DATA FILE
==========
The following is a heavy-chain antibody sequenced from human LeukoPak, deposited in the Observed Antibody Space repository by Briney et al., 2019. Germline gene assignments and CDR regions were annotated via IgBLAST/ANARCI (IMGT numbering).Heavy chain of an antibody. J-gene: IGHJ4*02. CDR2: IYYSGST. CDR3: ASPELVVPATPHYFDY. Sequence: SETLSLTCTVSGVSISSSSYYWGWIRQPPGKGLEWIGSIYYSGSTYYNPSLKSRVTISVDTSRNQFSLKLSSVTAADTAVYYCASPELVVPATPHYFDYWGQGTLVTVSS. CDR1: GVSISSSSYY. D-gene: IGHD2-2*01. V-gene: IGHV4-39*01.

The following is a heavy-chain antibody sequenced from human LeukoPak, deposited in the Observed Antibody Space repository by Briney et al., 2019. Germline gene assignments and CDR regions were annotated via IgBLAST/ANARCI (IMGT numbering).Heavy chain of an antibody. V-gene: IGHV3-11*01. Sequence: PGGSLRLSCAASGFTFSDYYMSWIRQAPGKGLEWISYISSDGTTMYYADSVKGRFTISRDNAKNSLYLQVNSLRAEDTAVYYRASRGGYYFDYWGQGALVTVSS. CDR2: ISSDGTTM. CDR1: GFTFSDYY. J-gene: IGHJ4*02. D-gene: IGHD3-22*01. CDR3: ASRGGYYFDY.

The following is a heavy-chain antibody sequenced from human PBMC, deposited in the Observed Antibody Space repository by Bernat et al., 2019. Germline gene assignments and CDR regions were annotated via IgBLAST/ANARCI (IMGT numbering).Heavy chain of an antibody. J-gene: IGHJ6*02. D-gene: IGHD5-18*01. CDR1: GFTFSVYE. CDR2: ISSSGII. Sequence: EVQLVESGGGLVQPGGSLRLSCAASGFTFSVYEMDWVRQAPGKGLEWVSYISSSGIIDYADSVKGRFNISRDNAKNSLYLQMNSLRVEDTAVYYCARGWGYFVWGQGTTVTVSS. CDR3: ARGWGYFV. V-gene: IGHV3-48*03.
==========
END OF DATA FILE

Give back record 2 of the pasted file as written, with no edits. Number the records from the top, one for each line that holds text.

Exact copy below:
The following is a heavy-chain antibody sequenced from human LeukoPak, deposited in the Observed Antibody Space repository by Briney et al., 2019. Germline gene assignments and CDR regions were annotated via IgBLAST/ANARCI (IMGT numbering).Heavy chain of an antibody. V-gene: IGHV3-11*01. Sequence: PGGSLRLSCAASGFTFSDYYMSWIRQAPGKGLEWISYISSDGTTMYYADSVKGRFTISRDNAKNSLYLQVNSLRAEDTAVYYRASRGGYYFDYWGQGALVTVSS. CDR2: ISSDGTTM. CDR1: GFTFSDYY. J-gene: IGHJ4*02. D-gene: IGHD3-22*01. CDR3: ASRGGYYFDY.